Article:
Etched in Blur is a mentality still cemented in the 1990s. Their desire to release extra tracks surrounding the main body of work, The Ballad of Darren, is admirable. Bonus tracks, demos and the like are nothing new, nothing special, but the song and dance Damon Albarn and Graham Coxon make of theirs, with Blur and otherwise, is charming. Not so much when novelty songs from Gorillaz’s Cracker Island are the result, but for Blur, the sophistication and maturity of their latest album bleeds over into their extra bells and whistles. There is nowhere better for this marrying of old-school desire to offer that little bit extra and newfound class than Sticks and Stones.
But what could have been for this extra track, with Graham Coxon lending himself to lead vocal duties as he did all those years ago on the blinding Coffee and TV. There is an almost teary approach to this one, a slower piece clunking away under those refreshing lights of reflective processes. Coxon did not have the chance to do so on his seminal work elsewhere this year, the masterclass The Waeve had no room for this softer reflection. But Sticks and Stones has much of that, an abundance of looking back at the highs and lows as Damon Albarn takes a step back, allowing his long-serving Blur bandmate a time to shine. Rightly so, it is as moving a piece as can be expected of a man who penned his autobiography just this year, the recollections still fresh in the mind.
It has an almost frenetic Nick Cave quality to it, the plodding, highly-strung effectiveness of the synths and whistles blowing through Sticks and Stones marks it as a ballad. In time with the theme of The Ballad of Darren but so different to the process Albarn and company planted on it. Perhaps it is the change in singer, but it goes a bit deeper than that. It is all on perspective rather than personnel. Coxon’s darker flourish, the gear shift his personality and guitar playing so often brings to the fold is a welcome one. Understandably kept from the core of The Ballad of Darren but so fitting in its approach. Tales of desiring redemption but not understanding the reason for needing it are sprinkled in with the lush attitudes benefitting the influences now guiding Blur.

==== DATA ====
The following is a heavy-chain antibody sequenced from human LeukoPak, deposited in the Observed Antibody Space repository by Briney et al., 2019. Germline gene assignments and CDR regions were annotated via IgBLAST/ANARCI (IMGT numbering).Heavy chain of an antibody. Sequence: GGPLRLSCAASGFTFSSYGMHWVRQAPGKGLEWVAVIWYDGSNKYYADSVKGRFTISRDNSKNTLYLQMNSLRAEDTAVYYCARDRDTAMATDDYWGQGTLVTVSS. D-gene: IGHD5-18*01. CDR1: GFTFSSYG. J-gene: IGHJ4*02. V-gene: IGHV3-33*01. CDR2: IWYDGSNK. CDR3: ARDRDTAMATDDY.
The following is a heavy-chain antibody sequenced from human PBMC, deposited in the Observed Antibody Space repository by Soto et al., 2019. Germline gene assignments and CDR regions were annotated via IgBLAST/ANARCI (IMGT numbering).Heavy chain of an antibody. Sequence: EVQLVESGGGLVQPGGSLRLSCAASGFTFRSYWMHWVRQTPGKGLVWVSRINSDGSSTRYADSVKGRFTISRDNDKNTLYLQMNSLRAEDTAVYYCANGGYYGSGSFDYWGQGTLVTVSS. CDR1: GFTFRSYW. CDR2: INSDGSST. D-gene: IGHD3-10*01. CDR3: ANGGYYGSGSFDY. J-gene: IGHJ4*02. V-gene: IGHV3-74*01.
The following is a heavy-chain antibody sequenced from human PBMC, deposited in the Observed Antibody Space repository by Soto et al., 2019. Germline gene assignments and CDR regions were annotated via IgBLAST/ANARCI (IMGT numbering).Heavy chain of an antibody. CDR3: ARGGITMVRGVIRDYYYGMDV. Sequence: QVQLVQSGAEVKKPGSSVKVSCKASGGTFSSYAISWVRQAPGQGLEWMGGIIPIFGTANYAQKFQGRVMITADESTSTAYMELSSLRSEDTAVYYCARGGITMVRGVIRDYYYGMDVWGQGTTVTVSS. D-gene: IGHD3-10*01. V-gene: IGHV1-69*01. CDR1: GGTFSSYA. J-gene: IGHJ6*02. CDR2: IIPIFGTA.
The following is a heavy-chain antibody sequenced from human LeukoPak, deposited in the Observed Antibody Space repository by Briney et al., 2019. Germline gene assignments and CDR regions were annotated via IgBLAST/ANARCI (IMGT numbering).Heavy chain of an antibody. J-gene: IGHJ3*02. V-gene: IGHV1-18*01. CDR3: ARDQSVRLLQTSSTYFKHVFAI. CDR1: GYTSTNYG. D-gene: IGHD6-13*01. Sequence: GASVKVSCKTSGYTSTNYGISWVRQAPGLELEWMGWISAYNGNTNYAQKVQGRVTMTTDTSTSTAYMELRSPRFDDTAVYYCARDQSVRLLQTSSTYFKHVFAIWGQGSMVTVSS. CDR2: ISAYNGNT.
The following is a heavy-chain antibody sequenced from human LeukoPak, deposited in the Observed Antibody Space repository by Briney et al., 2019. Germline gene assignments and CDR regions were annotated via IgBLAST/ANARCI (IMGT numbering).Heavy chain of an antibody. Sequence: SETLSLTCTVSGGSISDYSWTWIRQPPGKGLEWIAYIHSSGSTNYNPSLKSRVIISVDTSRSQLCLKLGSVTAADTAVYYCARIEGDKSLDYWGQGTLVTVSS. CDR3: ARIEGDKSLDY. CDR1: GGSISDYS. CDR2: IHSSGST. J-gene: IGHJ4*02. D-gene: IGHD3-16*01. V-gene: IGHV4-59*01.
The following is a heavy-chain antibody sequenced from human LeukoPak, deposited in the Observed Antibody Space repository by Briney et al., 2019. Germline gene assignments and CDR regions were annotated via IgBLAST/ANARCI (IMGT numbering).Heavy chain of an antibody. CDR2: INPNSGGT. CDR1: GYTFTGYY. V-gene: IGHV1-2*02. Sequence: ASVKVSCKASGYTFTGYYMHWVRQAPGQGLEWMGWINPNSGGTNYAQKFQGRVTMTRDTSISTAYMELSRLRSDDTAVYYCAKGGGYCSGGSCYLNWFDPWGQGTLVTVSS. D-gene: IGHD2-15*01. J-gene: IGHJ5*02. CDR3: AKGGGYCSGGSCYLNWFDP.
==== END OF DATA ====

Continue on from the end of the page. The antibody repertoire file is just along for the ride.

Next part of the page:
Albarn has already spoken of his admiration for current-era Arctic Monkeys, but the slick and almost overwhelming crash of instruments toward the end, the sudden finish to it, has a quality only Coxon can bring. Sticks and Stones starts with a swagger and ends in a heap, an intentionally messy explosion to counteract all those doubts and misgivings. Coxon has always been a talented lyricist, his solo work is more than enough to prove just that, but it is refreshing to hear his voice lead the charge on a Blur track after all those years. Charming and movingly disturbed by their own shadows, Blur enters the inevitable twilight era which eats up lesser songwriters. Sticks and Stones is a benchmark of their quality, and they found it fitting to dump it out of the album cycle, such is the high bar they still set.